I first saw 'The French Connection' in the mid-'90s at a repertory theater as part of a double-bill with 'Chinatown'. Roman Polanski's period mystery was then and still remains a timeless masterpiece. At the time, William Friedkin's police thriller felt terribly dated, and seemed to me the vastly inferior of the two movies. Ironically, in the ensuing years, so many other cop movies and TV shows have co-opted the film's style and tone that 'The French Connection' no longer feels dated at all. If not for some of the fashions and the clunky old cars, the movie could comfortably be released to theaters today or form the basis for a long-running series on HBO or the FX network.
Of course, familiarity and imitation have dulled much of the impact of 'The French Connection'. In its day, the movie's bracing use of violence and language, and its depiction of morally-ambiguous cops whose working methods were just as dirty as the criminals they chased, were pretty shocking. The film was raw, urgent, and very much of-the-moment. Despite a frankly thin story, the movie was a sensational hit and won a bunch of Oscars, including the coveted Best Picture.
Gene Hackman and Roy Scheider star as Jimmy "Popeye" Doyle and Buddy "Cloudy" Russo, two New York narcotics detectives who've wasted too many years shaking down nickel-and-dimers. Popeye's abusive behavior and flagrant racism are seen as assets to his job, and Russo isn't far behind. With little support from their superiors, the pair discover that a major drug shipment is coming in from Marseilles. Popeye and Cloudy believe that taking down the French kingpin behind the smuggling operation will be the big case that makes their careers. Thus they tail the man in order to ferret out his base of operations.
Although some of the specific details of the plot are a little confusing, that's really all there is to the story. They identify the man, they track him down, and they try to bust him. There isn't much complexity or character development. Popeye's a hot-headed, racist jerk at the beginning of the movie, and a hot-headed, racist jerk at the end. What makes the film so exhilarating is its style. Friedkin directs with a gritty freneticism. He uses handheld cameras, jagged editing, and a discordant score to create constant feelings of excitement and unease. In almost cinéma vérité fashion, long stretches go by without much dialogue. The film builds a strong, authentic sense of atmosphere in the seedy neighborhoods and bitterly cold New York winter. And then there's the justifiably-famous car chase, in which Popeye tries to outrun an elevated train. The scene has been endlessly imitated, parodied, and even outdone, but still packs quite a visceral punch.
Truth be told, 'The French Connection' is probably more notable for breaking the mold of previous police thrillers and setting a bold new precedent than it is for being a great piece of storytelling in its own right. In terms of dramatic content, the film has been bettered over the years by TV shows like 'The Wire' and 'The Shield', which adopted its stylistic techniques and explored that thin moral divide between cops and criminals in much greater depth. Still, there's no denying that 'The French Connection' was a landmark film, and deserves its place in cinematic history.
The Blu-ray: Vital Disc Stats
20th Century Fox Home Entertainment brings 'The French Connection' to Blu-ray as a 2-disc set. Both discs are Java-enabled and extremely slow to load in a standalone Blu-ray player. Even the Sony Playstation 3 (usually one of the fastest-loading Blu-ray players) slows to a crawl with this one.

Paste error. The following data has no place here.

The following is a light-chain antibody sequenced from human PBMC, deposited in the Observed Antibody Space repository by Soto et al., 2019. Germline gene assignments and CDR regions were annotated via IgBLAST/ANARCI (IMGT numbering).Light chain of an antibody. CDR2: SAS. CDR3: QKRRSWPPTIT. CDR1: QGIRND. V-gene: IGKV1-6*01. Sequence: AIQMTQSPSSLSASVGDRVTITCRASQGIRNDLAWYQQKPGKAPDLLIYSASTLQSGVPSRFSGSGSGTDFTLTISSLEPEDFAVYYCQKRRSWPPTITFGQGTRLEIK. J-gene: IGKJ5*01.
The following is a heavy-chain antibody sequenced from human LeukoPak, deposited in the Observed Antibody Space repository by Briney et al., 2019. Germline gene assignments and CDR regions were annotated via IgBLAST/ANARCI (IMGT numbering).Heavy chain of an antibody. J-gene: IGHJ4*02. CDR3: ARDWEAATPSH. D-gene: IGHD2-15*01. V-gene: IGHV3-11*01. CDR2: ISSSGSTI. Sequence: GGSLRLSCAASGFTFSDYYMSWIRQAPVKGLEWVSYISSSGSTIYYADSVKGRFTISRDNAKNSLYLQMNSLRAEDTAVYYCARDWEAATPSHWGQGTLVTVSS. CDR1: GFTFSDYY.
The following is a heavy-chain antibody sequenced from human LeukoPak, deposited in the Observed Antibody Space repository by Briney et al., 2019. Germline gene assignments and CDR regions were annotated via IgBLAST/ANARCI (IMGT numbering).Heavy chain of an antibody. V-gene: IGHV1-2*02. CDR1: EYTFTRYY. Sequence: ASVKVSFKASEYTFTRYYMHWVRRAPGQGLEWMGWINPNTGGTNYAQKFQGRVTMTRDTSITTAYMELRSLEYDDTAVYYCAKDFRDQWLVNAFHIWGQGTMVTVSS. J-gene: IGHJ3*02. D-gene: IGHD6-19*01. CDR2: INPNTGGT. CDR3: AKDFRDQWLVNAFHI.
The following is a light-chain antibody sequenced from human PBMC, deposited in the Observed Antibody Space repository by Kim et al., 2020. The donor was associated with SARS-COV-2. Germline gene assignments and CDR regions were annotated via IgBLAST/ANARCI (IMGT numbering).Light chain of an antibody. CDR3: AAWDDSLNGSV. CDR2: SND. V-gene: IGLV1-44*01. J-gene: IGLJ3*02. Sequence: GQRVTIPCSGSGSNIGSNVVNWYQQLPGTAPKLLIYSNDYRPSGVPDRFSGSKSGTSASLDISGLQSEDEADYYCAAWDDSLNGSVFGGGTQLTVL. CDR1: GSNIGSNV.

The movie's sequel 'French Connection II' has also been released on Blu-ray simultaneously in a separate edition.
The sad fact of the matter is that, while he was once a great filmmaker, William Friedkin lost his marbles sometime during the 1980s and never recovered. As further evidence of that, this Blu-ray edition presents us with a newly recolored version of 'The French Connection' that bears no resemblance whatsoever to the movie's original photography. William Friedkin personally supervised the transfer, and defends his decisions in the disc supplements.
The new color timing is so radically invasive that it sparked a war of words between Friedkin and the film's cinematographer Owen Roizman, who said of the Blu-ray, "I wasn't consulted. I was appalled by it. I don't know what Billy was thinking. It's not the film that I shot, and I certainly want to wash my hands of having had anything to do with this transfer, which I feel is atrocious." To which Friedkin then lashed out at Roizman in a lengthy interview where he barely stops short of calling the man incompetent. I recommend listening to that interview in its entirety. Despite his years of experience, Friedkin demonstrates a shocking ignorance of photography, film, video, and Blu-ray in particular. He seems to believe that all movies on Blu-ray are recolored the way this one was as a matter of course. He is gravely mistaken.
I'm not going to mince words about this. I side with Roizman. The new color scheme looks unnatural and doesn't suit the material at all. I'd like to support the right of a director to control the way his movie looks, but this is just ridiculous. Filmmakers are artists, but sometimes artists lose their perspective over the years and try to impose revisionist ideas that are not in the best interest of the original work (see also: Lucas, George). Even though Friedkin may not have removed or added any footage to the movie, his color changes are so severe that what we have on this Blu-ray shouldn't be called 'The French Connection' at all. It's a different movie now. This is 'The French Connection Redux'.